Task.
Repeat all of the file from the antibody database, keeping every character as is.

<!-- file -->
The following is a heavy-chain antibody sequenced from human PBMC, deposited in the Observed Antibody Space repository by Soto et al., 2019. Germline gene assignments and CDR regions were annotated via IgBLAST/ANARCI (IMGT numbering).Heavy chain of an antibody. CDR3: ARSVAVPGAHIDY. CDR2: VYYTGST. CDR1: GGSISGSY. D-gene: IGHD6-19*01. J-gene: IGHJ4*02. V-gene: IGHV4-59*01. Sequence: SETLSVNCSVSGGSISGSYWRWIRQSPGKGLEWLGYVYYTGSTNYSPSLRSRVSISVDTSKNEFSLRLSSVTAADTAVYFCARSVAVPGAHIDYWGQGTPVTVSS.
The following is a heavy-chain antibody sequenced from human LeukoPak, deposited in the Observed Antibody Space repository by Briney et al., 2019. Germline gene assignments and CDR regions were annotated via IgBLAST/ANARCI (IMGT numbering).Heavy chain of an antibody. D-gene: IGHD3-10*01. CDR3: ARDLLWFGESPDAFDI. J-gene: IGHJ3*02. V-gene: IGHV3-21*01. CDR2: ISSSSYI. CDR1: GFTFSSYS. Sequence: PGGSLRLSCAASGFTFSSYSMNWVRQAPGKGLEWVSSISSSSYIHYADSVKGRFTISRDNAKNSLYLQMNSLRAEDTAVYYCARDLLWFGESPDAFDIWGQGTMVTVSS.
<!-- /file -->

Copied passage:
The following is a heavy-chain antibody sequenced from human PBMC, deposited in the Observed Antibody Space repository by Soto et al., 2019. Germline gene assignments and CDR regions were annotated via IgBLAST/ANARCI (IMGT numbering).Heavy chain of an antibody. CDR3: ARSVAVPGAHIDY. CDR2: VYYTGST. CDR1: GGSISGSY. D-gene: IGHD6-19*01. J-gene: IGHJ4*02. V-gene: IGHV4-59*01. Sequence: SETLSVNCSVSGGSISGSYWRWIRQSPGKGLEWLGYVYYTGSTNYSPSLRSRVSISVDTSKNEFSLRLSSVTAADTAVYFCARSVAVPGAHIDYWGQGTPVTVSS.
The following is a heavy-chain antibody sequenced from human LeukoPak, deposited in the Observed Antibody Space repository by Briney et al., 2019. Germline gene assignments and CDR regions were annotated via IgBLAST/ANARCI (IMGT numbering).Heavy chain of an antibody. D-gene: IGHD3-10*01. CDR3: ARDLLWFGESPDAFDI. J-gene: IGHJ3*02. V-gene: IGHV3-21*01. CDR2: ISSSSYI. CDR1: GFTFSSYS. Sequence: PGGSLRLSCAASGFTFSSYSMNWVRQAPGKGLEWVSSISSSSYIHYADSVKGRFTISRDNAKNSLYLQMNSLRAEDTAVYYCARDLLWFGESPDAFDIWGQGTMVTVSS.